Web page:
Following just six days after the initiation of the Georgia-Russian conflict, the Georgian Internet became the target of a coordinated cyber attack, which compromised several government Websites with defacement and Denial of Service attacks, crippling the nation's ability to disseminate information.
Georgian President Mikheil Saakashvili's site was defaced, integrating his image with those of Hitler. The sabotage was followed by a DDoS attack that left the presidential site inaccessible.
Denial of service attacks are conducted when a coordinated network of computers sends multiple requests to a given server or computer at exactly the same time, which subsequently shuts down the targeted computer under the barrage of incoming requests.
Meanwhile, Georgian news sites and other popular information forums were also blocked during the attack.
"As more government services move toward the Internet, you end up with more exposure to these types of attack, whether it was an organization and executed by government or criminal elements acting at somebody's direction," said Kevin Newmeyer, worldwide principal for strategic security and counter terrorism for security company Unisys. "It's hard to prove it was a government-directed operation."
The attacks ultimately prompted the Georgian governmental sites to switch to U.S. based hosts, while Georgia's Ministry of Foreign Affairs moved to a blogspot account.
The exact sources of the attacks are yet unknown. Experts say that some ISPs appear to be sourced in Russia, and some speculate that the Russian government had used its resources to fund the attack, which was launched the day before Russia drove tanks into South Ossetia.
Other unconfirmed reports suggest that members of the cybercrime organization Russian Business Network are responsible for the coordinated sabotage of the Georgian Websites.
"It looks like it was coming from Russia, or is it a co-opted server that wasn't properly patched, with people taking over the computer and doing things with it?" said Newmeyer. "With the Russian Business Network, you can rent out a server or a botnet for a number of hours. You pay your cyber gold and these transactions happen offshore. That's one of the challenges that governments face."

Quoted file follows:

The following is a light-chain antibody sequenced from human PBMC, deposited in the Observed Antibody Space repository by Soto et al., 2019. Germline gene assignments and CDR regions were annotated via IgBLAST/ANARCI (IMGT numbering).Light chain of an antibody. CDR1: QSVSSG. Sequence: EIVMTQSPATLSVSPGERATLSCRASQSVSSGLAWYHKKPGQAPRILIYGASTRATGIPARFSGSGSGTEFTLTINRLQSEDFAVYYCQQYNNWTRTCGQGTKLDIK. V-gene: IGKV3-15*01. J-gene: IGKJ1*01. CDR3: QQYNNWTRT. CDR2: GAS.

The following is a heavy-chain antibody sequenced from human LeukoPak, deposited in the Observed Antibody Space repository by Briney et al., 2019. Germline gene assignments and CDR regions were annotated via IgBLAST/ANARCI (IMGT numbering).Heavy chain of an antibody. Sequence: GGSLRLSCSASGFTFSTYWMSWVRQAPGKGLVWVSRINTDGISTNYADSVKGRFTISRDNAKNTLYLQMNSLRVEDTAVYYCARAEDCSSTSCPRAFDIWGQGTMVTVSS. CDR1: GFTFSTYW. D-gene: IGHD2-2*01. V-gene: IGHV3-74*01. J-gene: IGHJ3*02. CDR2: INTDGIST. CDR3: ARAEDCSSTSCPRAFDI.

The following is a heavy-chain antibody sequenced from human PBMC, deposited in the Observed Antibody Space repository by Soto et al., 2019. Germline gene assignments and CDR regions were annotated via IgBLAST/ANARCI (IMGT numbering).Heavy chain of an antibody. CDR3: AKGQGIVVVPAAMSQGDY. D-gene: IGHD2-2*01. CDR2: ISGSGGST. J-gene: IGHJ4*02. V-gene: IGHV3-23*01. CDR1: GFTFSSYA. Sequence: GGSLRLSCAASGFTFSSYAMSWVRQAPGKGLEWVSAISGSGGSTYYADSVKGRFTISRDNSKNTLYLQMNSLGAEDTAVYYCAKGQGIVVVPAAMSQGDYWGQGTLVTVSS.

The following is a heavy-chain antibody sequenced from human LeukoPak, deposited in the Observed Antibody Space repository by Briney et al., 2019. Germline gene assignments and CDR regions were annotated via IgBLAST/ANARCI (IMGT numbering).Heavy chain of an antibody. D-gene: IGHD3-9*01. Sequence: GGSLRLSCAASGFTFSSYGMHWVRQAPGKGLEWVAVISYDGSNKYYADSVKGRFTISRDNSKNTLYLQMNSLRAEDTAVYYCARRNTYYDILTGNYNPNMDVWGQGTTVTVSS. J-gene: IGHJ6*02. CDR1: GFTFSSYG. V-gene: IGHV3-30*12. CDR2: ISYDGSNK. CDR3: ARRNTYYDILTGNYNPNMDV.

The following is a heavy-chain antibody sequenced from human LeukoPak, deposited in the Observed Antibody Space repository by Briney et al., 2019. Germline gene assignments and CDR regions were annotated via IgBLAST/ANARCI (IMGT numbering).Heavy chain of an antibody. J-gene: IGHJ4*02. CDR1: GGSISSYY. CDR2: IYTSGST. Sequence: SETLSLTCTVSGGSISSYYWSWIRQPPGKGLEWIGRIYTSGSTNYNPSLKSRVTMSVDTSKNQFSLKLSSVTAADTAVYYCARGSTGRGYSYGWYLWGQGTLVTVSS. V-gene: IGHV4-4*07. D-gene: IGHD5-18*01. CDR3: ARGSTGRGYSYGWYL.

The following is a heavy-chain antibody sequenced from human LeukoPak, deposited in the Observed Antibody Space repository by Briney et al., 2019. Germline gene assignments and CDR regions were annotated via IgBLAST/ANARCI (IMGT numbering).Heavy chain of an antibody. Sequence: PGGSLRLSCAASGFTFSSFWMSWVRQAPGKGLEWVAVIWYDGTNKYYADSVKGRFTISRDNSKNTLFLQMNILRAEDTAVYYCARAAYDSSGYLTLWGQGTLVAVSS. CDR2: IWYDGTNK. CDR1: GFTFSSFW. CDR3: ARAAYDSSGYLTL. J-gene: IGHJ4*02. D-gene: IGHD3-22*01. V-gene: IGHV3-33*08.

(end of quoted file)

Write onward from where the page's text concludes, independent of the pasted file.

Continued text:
Other experts, such as Paul Ferguson, advanced threats researchers for Trend Micro, maintained that the actual RBN ISP has long been shut down, disbanding into less obvious activity spread all over the globe.
The first of the coordinated cyber attacks against Georgia was detected in July, weeks before Russia launched its military intervention. Experts say that attacks launched in tandem with military conflict will likely increase as more global infrastructure is controlled by the Internet.
While experts hesitate to call the Georgia attack an act of cyber terrorism, most agree that it was part of a strategic campaign to eliminate Georgia's ability to disseminate information.
"It's a brute force attack, one that goes all the way back to the Mafiaboy attacks of 2000," said David Perry, global director of education for Trend Micro. "This is not a verifiable cyber war, but it is clearly a step in that direction."
The attacks recall a similar cyber attack in Estonia in April of 2007, when government, parliament, and newspaper sites, as well as numerous online banking operations were shut down after a conflict that resulted in the removal of several Russian World War II monuments. However, experts contend that the recent information attack on Georgian Websites was more coordinated, professional and sophisticated in nature than last year's attack on Estonia infrastructure.
"The Estonia incident was more what I would call hactivism, more of an attack by impassioned amateurs," said Ferguson. "This is a professional attack, and it is vastly more serious."